Frontiers in Bioscience-Landmark (FBL) is published by IMR Press from Volume 26 Issue 5 (2021). Previous articles were published by another publisher on a subscription basis, and they are hosted by IMR Press on imrpress.com as a courtesy and upon agreement with Frontiers in Bioscience.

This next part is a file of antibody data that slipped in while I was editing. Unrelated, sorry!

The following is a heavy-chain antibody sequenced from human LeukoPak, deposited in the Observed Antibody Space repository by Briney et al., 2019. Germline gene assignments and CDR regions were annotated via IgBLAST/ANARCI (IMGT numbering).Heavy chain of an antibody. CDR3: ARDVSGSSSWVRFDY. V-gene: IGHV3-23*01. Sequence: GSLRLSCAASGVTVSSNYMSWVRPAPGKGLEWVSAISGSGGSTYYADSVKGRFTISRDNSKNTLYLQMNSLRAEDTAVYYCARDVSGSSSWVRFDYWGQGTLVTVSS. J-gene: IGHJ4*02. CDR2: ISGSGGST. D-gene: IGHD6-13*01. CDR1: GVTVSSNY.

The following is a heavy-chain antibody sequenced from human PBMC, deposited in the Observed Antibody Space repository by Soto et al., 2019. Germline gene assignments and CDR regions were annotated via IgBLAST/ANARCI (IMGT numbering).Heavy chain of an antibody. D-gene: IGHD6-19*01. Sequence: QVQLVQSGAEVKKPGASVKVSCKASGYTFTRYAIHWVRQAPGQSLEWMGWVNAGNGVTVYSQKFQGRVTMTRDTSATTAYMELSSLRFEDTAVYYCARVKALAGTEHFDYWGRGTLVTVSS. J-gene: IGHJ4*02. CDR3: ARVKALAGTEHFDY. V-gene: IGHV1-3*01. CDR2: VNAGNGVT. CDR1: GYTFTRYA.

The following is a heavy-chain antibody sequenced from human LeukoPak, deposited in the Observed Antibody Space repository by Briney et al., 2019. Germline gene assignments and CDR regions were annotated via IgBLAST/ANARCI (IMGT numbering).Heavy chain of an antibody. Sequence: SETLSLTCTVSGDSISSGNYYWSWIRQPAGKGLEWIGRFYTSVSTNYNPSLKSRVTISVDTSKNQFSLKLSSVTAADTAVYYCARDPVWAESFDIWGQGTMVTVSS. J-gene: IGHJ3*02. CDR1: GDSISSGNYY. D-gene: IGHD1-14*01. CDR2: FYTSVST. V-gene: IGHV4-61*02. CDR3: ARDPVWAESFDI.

To investigate the reason why, during a mass contraction, the stool moving from the colon to the sigmoid colon stops short of the rectosigmoid junction (RSJ) instead of passing directly to the rectum, and whether the sigmoid colon and RSJ share in the anorectal continent mechanism, 12 mongrel dogs were studied. Under anesthesia, the anorectum was excised, sigmoid colon and RSJ were mobilized and the caudal end was anastomosed to the perianal skin within the external anal sphincter. The pressures in the sigmoid colon, RSJ, rectum and rectal neck were measured before anorectal excision. After excision, the pressure was registered in the neorectum (sigmoid colon) and the RSJ. The external anal sphincter EMG was recorded and the balloon expulsion test performed before and after anorectal excision and after anesthetization of the neorectum. Balloon distension of the sigmoid colon to a mean volume of 46.6+/-7. 6 ml raised the pressure in the sigmoid colon (p<0.001) and decreased it in the RSJ (p<0.05) and the balloon was dispelled to the rectum; no change occurred in the external anal sphincter EMG activity. Neorectal balloon distension to a mean volume of 62.3 +/- 8.2 ml effected a pressure rise in the neorectum (p<0.001) and a momentary increase in the external anal sphincter EMG activity, followed by a decrease of the RSJ pressure (p<0.05); the balloon was dispelled to the exterior. Balloon distension of the anesthetized neorectum effected no significant changes in neorectum and RSJ pressures or external anal sphincter EMG activity. In conclusion, it is assumed that the stools arriving from the colon are halted at the RSJ by the existing high-pressure-zone and the presence of a potential sphincter at the RSJ. We suggest that fecal continence occurs at 2 levels: an involuntary one at the RSJ and a voluntary one at the rectal neck.